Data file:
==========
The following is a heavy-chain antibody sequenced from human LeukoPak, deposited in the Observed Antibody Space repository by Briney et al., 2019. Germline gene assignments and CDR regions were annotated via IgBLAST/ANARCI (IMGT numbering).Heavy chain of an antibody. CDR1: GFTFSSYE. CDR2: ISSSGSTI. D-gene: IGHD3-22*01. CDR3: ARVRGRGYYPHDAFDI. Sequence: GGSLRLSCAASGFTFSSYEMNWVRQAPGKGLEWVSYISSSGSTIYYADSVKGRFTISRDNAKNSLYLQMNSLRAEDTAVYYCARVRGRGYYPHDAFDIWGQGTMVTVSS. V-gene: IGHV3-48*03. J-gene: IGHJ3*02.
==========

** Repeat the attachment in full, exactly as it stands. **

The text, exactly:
The following is a heavy-chain antibody sequenced from human LeukoPak, deposited in the Observed Antibody Space repository by Briney et al., 2019. Germline gene assignments and CDR regions were annotated via IgBLAST/ANARCI (IMGT numbering).Heavy chain of an antibody. CDR1: GFTFSSYE. CDR2: ISSSGSTI. D-gene: IGHD3-22*01. CDR3: ARVRGRGYYPHDAFDI. Sequence: GGSLRLSCAASGFTFSSYEMNWVRQAPGKGLEWVSYISSSGSTIYYADSVKGRFTISRDNAKNSLYLQMNSLRAEDTAVYYCARVRGRGYYPHDAFDIWGQGTMVTVSS. V-gene: IGHV3-48*03. J-gene: IGHJ3*02.